Also, because it’s often acceptable to be lax about the rules of grammar on email, there’s the misconception that it’s always acceptable to be lax about them. That’s not the case. We aren’t gong to offer a guide to style and usage here—lots of books have done that already and done it well. What we are going to do, though, is outline the implications of taking risks with your English in emails and review the stylistic traps that are peculiar to the medium.

In Japanese, the status of the person you are addressing governs the words you use. A sentence directed toward a peer, for instance, requires different word forms from one directed to someone higher or lower than you on the social ladder. (You use one word form when speaking to your boss, another to a colleague, yet another to a child.) Learning Japanese, then, requires learning multiple ways of saying the same thing. The need to remember which kind of word form to use is one of the elements that makes it hard for native English speakers to master Japanese.

What many people don’t consider, however, is that in this respect English is arguably more complicated than Japanese—precisely because English doesn’t offer the convenience of different words to signal that you know the nature of your social relationship to the person with whom you are speaking. In lieu of specific words to show deference—or familiarity—English relies heavily on the delicate manipulation of tone.

More than anything else, vocabulary conveys tone and reveals you as boss or subordinate, buyer or seller, seeker or sage. The words you choose can be formal, casual, or somewhere in between; they can be literal or figurative; they can be precise or vague; understated, correct, or exaggerated; simple or complex; common or rare; prosaic or poetic; contracted or not.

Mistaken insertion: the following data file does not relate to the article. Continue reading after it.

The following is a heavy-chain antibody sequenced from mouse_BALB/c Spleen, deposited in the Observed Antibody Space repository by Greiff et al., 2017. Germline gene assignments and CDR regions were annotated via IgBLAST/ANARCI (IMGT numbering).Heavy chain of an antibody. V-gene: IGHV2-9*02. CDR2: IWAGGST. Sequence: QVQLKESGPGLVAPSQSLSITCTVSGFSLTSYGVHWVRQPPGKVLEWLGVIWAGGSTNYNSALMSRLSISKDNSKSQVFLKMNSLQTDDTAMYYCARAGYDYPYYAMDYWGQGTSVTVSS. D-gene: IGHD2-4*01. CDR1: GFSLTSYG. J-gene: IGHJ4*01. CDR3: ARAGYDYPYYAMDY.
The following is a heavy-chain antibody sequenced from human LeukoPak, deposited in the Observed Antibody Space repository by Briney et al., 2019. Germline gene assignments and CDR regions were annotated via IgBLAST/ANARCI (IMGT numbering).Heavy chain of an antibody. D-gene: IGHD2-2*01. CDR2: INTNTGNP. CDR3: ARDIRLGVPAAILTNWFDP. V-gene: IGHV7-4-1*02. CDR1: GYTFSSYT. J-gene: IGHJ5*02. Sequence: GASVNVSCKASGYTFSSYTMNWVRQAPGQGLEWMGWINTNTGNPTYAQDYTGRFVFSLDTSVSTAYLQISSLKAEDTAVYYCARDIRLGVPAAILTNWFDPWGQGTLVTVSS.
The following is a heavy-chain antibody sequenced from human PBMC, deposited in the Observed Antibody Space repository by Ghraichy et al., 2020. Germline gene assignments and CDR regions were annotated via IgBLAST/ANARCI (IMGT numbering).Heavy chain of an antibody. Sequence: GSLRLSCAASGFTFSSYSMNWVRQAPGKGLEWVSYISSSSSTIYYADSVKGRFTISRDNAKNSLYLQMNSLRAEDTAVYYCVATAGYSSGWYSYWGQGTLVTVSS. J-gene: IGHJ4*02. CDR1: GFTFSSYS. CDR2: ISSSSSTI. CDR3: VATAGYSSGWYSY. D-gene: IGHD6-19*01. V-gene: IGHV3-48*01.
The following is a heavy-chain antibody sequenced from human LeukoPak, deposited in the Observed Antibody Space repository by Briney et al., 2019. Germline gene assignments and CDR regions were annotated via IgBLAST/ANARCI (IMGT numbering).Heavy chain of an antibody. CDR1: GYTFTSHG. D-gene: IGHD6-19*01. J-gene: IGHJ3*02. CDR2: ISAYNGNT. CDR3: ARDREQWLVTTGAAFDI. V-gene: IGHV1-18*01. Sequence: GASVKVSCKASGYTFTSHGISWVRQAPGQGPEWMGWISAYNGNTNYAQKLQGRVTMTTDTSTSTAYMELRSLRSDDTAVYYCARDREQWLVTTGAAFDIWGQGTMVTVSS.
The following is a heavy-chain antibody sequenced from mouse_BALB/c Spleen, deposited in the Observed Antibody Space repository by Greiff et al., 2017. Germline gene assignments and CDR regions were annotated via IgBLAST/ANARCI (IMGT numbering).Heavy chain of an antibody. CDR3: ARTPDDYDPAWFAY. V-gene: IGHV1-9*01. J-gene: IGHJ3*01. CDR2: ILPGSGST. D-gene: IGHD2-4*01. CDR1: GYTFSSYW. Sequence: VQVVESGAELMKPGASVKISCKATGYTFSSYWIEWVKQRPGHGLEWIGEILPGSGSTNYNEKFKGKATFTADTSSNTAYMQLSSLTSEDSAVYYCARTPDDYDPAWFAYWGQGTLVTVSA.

Certainly, some words are inherently safer than others, but if you never venture beyond them you become yet another unmemorable correspondent, ceding the chance to make an impression in your email. Think of your own inbox. When wading through an ocean of email, don’t you yearn for one to jump out? After a hundred people email you that they “look forward to meeting you” so that they can share their “qualifications” or “describe the benefits of their product” or present you with a “business opportunity,” you crave something by someone who took the time to choose words with personality, rather than simply cribbing phrases from the modern business lexicon. The trick is to be vivid and specific—even, perhaps, revealing—without forgetting your original relationship with the person to whom you’re writing.

On the most elemental level, the deal is this. Before you set finger to the keyboard, ask yourself one question (and don’t write until you get the answer): What is my relationship to the person I’m writing? Then, make sure your word choice is appropriate.


About the Book
Send: The Essential Guide to Email for Office and Home
David Shipley and Will Schwalbe
2007; Knopf ISBN-10: 0307263649


  • Introduction: Why Do We Email So Badly
  • Chapter 1: When Should We Email?
  • Chapter 2: The Anatomy of an Email
  • Chapter 3: How to Write (the Perfect) Email
  • Chapter 4: The Six Essential Types of Email
  • Chapter 5: The Emotional Email
  • Chapter 6: The Email That Can Land You in Jail
  • Chapter 7: S.E.N.D.